Last weekend my friend Zen Master hit me with an idea we’d been bouncing around ever since he got his canoe – taking a float trip along a frozen river. Now, he’s had his canoe for a year or two, but we haven’t had any serious ice or snowfall since then, so up until now the idea was just a fantasy.
That is, until last week. I was lucky enough to get home from Massachusetts just before the big ice storm hit, and while I was snowed in the first day or two (which prevented me from immediately joining in on the fun in Springfield – bobsledding the old Hydra-Slide) Zen Master’s the proud owner of a Jeep Cherokee with 4-wheel drive. The next thing I knew he was sitting in my driveway with canoe strapped on top, ready to go.
We picked a section of the Sac River we were familiar with, and one we knew was shallow this time of year, in case one or both of us should fall in. When we arrived we found that – much to our surprise – we weren’t the first to have this idea. There was a truck parked nearby, and some unmistakable tracks in the snow; that of a small boat dragged to the water’s edge.
The river wasn’t quite as icy as we would have hoped, but there were still frozen areas, which we chewed through like a soviet icebreaker, and plenty of snow.
The first thing we noticed was something hanging several feet over the water. It had two spinning halves and resembled a large pinwheel. My friend commented that it appeared “otherworldly.” As we drew closer we realized it was an artificial duck suspended in mid-flight. Looking around we noticed a whole array of decoys sharing the water with us, and a camouflaged duck boat on a nearby shore. Above it we spotted a similarly camouflaged man with rifle in hand, hiding in the trees. It was at this time I wished I had remembered to wear some orange, but we decided our big red canoe would be sufficient.
There were several turbulent spots along the way; more so than usual. We reckoned it was due to the lower water levels. This wasn’t a problem going downstream, naturally, but it made for an interesting return trip.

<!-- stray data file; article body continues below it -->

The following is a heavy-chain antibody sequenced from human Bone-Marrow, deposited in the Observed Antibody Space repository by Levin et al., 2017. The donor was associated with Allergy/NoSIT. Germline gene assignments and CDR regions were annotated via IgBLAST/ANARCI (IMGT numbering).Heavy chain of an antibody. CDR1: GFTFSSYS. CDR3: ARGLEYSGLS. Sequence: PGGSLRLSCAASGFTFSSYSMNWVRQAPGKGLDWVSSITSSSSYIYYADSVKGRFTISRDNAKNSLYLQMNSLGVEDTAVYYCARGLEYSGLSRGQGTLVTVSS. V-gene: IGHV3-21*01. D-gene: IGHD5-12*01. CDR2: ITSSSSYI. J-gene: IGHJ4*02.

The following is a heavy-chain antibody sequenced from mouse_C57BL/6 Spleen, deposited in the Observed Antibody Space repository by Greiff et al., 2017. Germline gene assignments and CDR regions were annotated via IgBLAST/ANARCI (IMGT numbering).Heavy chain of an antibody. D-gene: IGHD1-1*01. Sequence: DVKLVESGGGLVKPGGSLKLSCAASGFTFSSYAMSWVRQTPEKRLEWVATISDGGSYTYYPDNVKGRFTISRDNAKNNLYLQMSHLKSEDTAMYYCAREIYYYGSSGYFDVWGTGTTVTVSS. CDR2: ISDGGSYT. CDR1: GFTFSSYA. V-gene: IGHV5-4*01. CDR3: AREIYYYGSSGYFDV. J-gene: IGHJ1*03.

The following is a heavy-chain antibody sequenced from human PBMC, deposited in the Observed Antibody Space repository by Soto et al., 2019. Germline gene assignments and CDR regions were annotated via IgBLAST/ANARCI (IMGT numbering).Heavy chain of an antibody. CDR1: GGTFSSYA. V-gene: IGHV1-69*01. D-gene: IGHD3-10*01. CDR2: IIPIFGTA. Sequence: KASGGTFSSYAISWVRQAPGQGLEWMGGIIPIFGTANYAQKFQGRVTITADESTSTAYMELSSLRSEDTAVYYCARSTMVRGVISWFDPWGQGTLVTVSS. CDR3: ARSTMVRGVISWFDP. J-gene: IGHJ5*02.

Passing by a submerged car, we finally reached the old bridge (mentioned in a previous entry), which we decided would be our turning point. After getting out and attempting to cross it without falling we returned to the water and began our trip home.
We had no problem powering through the first set of eddies, and were forced to portage the canoe around another, more powerful current, but were finally stopped by one particularly shallow, fast-moving area. The currents spun us around and had our craft pinned against a log when I got the idea to pull myself along some roots and vines protruding from the washed-out shore. This worked for a time, and we almost made it, but something went awry at the last minute and our ship capsized, dumping us into the frigid water. In retrospect it was bound to happen.
Clambering onto the shore we bailed the water out of our boat, then proceeded to empty our boots and wring out our socks. After we felt like we had warmed up enough we carried the boat along the water’s edge until we found a safe point of re-entry. However, it wasn’t long before we hit another trouble spot, and rather than take the plunge a second time we opted to just get out and walk.
The trip back took longer than either of us imagined, and the hunter was gone by the time we returned, though we did find an errant decoy along the way. We heard several shots during the course of journey and actually passed a dead duck floating downstream, but it was only one of several frozen animals we encountered along the way.
I was intent on sitting by the fireplace the rest of the night once I got home and out of my sopping wet coveralls, but against my better judgment I was goaded into joining White Rabbit, Hiccup, Underdog, and Punctual at the Hydra-Slide after all. I had to scrounge up some dry clothes and get Zen Master to tow me out of my driveway, in which I was completely snowed in, but it was worth it in the long run.
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